Your Day, Your Way: Five Things to Do When You Get Engaged

Having just gotten engaged a little over a week ago, I know firsthand how easy it is to immediately be overwhelmed. Even with wedding planning experience, it’s sometimes hard to know where to start when you have a million wedding-related thoughts running through your head (not to mention questions from family and friends).

Here are five things to do when you first get engaged. You will have plenty of time to figure out all the other details later!

1. Celebrate! It’s so exciting to get engaged. Take time to write down how you got engaged. You may want to use your story for a wedding website or as part of your ceremony. Tell your family and friends so they can share in the excitement with you.

2. Start a notebook or journal. As soon as you mention you’re engaged, people will start sharing all kinds of ideas and you’ll want to write them down. If you’re the journaling type, include moments that you won’t want to forget or times when you need to vent. If you prefer list-making, use the notebook to jot down ideas that you want to remember when you start planning the details.

3. Set the Budget. Before you decided on anything else, sit down and decide on your budget. There are several online budget worksheets available or you can create your own to help you stay organized and on track. If your parents or other people are contributing to the wedding, have a conversation about how much they would like to give or if there are specific things they would like to pay for. If you and your fiancée are paying for the wedding, look at how much you have saved or how much you want to save. Make sure you both agree on how much you are going to contribute up front so you aren’t arguing later.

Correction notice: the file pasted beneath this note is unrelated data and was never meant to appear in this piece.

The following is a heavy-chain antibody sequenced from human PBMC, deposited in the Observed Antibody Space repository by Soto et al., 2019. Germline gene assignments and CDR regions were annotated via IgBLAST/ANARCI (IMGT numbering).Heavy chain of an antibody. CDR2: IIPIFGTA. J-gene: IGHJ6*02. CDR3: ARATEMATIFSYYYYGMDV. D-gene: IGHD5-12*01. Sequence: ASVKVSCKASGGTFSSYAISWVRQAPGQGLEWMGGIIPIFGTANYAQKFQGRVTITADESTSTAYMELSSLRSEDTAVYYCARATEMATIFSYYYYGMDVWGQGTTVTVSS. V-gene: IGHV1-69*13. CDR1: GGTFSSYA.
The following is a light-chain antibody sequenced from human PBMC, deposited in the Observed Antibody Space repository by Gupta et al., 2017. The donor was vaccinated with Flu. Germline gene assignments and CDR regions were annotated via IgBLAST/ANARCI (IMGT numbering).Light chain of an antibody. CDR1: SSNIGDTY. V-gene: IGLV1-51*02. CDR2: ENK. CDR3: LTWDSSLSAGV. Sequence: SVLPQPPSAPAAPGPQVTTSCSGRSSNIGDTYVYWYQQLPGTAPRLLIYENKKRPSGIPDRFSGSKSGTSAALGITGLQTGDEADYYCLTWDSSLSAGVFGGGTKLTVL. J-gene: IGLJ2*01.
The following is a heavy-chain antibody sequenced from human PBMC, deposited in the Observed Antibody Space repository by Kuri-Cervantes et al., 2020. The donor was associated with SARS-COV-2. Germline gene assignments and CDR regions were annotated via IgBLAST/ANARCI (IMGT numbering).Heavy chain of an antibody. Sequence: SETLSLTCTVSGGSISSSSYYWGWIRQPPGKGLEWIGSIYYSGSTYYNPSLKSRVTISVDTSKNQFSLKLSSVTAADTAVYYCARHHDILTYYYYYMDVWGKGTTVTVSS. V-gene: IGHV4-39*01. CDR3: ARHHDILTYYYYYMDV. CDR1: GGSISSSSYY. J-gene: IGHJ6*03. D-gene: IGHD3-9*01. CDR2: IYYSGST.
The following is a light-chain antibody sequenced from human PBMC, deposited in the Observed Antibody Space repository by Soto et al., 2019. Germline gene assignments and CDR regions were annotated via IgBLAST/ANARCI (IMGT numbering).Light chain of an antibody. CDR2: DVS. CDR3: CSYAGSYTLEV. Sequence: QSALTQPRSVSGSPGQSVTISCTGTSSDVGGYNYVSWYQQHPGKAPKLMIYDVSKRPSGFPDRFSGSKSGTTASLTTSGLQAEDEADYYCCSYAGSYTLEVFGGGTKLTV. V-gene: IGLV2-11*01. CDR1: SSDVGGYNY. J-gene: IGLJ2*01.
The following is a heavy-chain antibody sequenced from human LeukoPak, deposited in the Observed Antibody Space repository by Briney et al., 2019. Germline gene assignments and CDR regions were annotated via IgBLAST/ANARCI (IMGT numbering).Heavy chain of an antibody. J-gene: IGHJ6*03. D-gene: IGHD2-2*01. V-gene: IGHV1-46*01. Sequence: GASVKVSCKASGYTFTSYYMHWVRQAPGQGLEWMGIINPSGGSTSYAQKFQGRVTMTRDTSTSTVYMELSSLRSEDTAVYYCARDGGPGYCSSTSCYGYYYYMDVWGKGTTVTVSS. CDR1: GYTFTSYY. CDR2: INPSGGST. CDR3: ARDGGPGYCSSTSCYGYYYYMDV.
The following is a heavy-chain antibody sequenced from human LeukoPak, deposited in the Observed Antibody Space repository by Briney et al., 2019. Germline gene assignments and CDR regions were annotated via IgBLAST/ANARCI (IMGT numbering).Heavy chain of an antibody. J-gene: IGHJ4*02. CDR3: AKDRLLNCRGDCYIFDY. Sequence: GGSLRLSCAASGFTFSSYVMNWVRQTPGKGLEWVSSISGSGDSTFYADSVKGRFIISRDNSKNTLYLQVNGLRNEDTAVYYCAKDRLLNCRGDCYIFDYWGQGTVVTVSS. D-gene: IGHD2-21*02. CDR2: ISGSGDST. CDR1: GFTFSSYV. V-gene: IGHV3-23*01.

4. Set the Date. It may seem early to narrow down the date right away, but you will need the date for almost all aspects of planning. When thinking about a date, discuss with your fiancée what is more important—a particular venue or a particular date. If you both have your hearts set on a certain venue, you may need to be flexible with the date. Popular venues often book events more than a year in advance. If you’ve picked a specific day or weekend, you will want to have several venue options in case your first or second choices aren’t available.

5. Set the Style. Even if you’re not sure of the venue or any other details, you and your fiancée should determine the type of event you want to have. Do you want it to be a formal wedding? Or perhaps you want it to be casual, outdoors or even themed. Also decide if you want to have a religious ceremony or have a justice of the peace. Your venue may set the tone, but if you’re particular about the style of the event, you may want to decide on it first and then look for venues that fit your preferences.

Bonus Tip: Consider a Consultant. With so many venues and caterers to research, resources to check out and details to plan, many brides and grooms opt to have help. Consider hiring a wedding planner or consultant. Not only can they save you time researching venues, caterers, florists, photographers and bands, but they can also offer support and alleviate stress on the actual wedding day. Most wedding planners offer a range of packages, from full wedding planning to day of help.